Although it’s more common during winter, you can catch a cold infection any time of the year. The reason the common cold is more common during winter is that warmer temperatures promote a stronger immune system response to cold-causing viruses. A study published in the Proceedings of the National Academy of Sciences found that the immune system produces more cold-fighting proteins, known as interferons, in warm temperatures than cool temperatures. But while cold infections are more common during winter, many people catch them during spring and summer as well.
5) There’s a Vaccine or Prescription Medication for It
There are vaccines available for certain bacterial and viral infections, but there’s no functional vaccine for the common cold. There are a few reasons for this, one of which is the sheer number of viruses that cause colds. Furthermore, those viruses mutate rapidly, so even if someone were to develop a vaccine that currently protects against a cold, it might only work for a few months.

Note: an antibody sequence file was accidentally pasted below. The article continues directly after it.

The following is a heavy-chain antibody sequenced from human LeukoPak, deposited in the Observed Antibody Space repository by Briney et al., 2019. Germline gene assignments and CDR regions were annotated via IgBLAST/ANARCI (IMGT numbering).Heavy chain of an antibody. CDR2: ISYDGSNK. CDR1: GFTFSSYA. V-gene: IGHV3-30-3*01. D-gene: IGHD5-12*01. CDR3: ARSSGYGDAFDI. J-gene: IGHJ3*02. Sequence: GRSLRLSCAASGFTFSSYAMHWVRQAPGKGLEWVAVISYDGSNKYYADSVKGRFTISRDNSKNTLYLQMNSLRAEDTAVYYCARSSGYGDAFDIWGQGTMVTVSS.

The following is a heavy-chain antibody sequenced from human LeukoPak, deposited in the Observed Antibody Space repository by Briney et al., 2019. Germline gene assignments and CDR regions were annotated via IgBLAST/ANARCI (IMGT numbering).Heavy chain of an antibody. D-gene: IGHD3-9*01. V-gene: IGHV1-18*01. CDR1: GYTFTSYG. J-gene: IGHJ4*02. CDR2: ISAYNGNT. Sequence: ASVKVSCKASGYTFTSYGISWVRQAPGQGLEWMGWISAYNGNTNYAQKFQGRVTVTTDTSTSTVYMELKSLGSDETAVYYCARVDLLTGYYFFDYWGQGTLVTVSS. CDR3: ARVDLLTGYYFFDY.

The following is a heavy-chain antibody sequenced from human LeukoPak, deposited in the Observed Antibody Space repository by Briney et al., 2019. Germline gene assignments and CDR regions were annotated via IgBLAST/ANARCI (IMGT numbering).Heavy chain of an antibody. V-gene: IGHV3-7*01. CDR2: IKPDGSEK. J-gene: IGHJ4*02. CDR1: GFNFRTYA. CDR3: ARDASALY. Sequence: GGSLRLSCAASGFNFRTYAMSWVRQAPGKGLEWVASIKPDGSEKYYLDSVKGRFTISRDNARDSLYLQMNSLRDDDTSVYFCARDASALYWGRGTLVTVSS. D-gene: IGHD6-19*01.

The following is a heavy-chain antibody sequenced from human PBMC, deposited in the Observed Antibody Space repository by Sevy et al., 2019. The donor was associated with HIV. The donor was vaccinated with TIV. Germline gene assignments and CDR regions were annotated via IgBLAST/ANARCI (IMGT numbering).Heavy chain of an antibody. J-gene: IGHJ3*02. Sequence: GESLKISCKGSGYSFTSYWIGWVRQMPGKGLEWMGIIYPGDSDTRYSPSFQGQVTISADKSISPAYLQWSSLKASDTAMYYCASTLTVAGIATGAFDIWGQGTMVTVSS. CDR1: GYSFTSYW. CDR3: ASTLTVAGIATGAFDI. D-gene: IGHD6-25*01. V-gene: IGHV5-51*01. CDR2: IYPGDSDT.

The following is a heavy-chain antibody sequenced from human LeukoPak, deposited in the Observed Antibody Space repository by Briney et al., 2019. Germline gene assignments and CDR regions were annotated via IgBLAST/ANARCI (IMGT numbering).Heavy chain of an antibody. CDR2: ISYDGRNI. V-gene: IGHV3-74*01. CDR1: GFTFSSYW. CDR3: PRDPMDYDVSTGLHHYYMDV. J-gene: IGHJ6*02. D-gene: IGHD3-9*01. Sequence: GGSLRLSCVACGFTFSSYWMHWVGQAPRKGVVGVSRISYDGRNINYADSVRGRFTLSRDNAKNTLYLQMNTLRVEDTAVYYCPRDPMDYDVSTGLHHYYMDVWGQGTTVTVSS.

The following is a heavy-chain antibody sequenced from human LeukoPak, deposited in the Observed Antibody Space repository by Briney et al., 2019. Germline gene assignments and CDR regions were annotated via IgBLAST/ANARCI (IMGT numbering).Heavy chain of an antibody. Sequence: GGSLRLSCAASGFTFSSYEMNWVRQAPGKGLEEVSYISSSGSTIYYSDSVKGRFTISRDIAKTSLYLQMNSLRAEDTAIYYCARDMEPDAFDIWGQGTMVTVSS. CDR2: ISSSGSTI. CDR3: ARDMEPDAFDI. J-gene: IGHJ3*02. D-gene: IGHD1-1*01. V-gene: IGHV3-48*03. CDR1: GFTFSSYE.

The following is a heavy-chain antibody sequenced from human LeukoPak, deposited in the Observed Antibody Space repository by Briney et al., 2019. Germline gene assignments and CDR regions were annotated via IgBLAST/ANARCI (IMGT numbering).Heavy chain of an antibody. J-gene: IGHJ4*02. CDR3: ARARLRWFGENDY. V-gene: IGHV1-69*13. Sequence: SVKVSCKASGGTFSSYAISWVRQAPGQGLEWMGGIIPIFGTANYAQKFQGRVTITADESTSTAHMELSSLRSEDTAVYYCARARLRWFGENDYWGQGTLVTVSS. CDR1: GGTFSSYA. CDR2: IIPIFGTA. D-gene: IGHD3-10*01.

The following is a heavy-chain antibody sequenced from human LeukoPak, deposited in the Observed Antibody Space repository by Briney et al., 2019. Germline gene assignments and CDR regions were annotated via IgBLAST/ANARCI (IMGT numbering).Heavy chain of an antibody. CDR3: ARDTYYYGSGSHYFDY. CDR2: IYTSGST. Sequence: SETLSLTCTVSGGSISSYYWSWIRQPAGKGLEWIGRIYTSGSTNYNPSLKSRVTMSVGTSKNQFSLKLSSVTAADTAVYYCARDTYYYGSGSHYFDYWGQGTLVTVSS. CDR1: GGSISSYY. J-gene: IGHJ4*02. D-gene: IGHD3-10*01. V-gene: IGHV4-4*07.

6) Vitamin C Will Prevent It
Vitamin C is essential to cellular growth and repair. In recent years, though, some supplement companies have been marketing vitamin C as a cold preventative. They claim that taking large doses (known as megadosing) boosts the immune system so that it can fight off cold infections. Numerous studies have since debunked this myth, however, revealing that vitamin C of any dosage doesn’t prevent or reduce the risk of colds. However, some evidence suggests that vitamin C may shorten the duration of a cold. So, if you catch a cold, try taking vitamin C, but if you’re looking to prevent one, don’t count on vitamin C or any other supplement.
7) It Can Only Spread Through Direct Contact
Avoiding people who already have a cold will reduce your risk of infection. However, direct contact is only one of many ways that cold viruses can spread; because they reside in mucus and nasal secretions, they can travel through the air or it can be stuck on physical items as well, and spread through touch, etc. Cold viruses can stay alive for up to a week without a host, so if an infected person sneezes on nearby surfaces, such as walls, doorknobs, floors, furniture, and windows, someone else can get infected by touching one of these surfaces.